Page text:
…sorting through what is contemporary art involves the obvious questions about what is contemporary? what is art? & what about that combination intrigues us into thinking about art, enough to make, view, write & read about it? Even more difficulty arises with any attempt to try define what is artistic about art that’s made today? For Dieter Roelstraete it is distracting to think of the problem in these ways, since culture is not very good at defining itself “…(so [culture is] being part of something that is ultimately unknowable: not knowing what we’re doing) …” (WCA/185) And by extension we are not accustomed to contemporary art defining itself & this is “…probably a bad thing.” (WCA/185)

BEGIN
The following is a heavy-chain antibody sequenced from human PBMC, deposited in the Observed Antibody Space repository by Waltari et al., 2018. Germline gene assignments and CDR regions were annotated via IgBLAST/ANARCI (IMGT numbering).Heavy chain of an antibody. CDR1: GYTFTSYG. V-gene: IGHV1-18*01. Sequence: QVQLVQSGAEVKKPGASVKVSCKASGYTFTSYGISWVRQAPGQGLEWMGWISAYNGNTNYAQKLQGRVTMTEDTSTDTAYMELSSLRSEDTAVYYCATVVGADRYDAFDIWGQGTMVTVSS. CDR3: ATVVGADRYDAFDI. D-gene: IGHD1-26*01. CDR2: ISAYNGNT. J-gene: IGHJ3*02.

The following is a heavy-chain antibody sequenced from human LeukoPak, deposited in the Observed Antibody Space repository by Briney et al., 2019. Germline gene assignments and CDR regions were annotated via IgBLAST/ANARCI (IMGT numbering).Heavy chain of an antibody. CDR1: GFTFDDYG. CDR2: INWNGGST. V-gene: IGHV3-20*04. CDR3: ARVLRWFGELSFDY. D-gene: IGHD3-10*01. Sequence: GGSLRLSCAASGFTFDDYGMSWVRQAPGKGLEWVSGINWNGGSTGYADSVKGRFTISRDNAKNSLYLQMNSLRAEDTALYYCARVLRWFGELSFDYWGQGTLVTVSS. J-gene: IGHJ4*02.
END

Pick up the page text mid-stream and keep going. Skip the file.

Roelstraete agrees with Alain Badiou that we can be hostile to “truth procedures” (WCA/186) Such procedures are the result of a “culture-technology-management-sexuality system” (WCA/186) which is a force of market/commercial values. Each of these terms is said to obliterate the key terms of art, science, politics & love respectively. It’s difficult to discern how deeply Badiou (or Roelstraete) agree that these terms are really ‘obliterating’ the others. One has to seriously ask: ‘is the term culture replacing the term art? or does the term management replace the term politics?’ All eight terms seem to continue to retain enough validity on their own, yet, what is of importance is the core of Badiou’s idea which is about truth obliteration. With this said, Roelstaete does look for a possible historical precedence for Badiou’s thought that places art above above all “…other realms of human activity (even in the singularly humanizing force in all this activity)…” (WCA/186) This assumed primary placement of art has its roots in high German idealism & we’ll later show that although art is of great importance (for G.W.F. Hegel’s spirit) it is not the highest.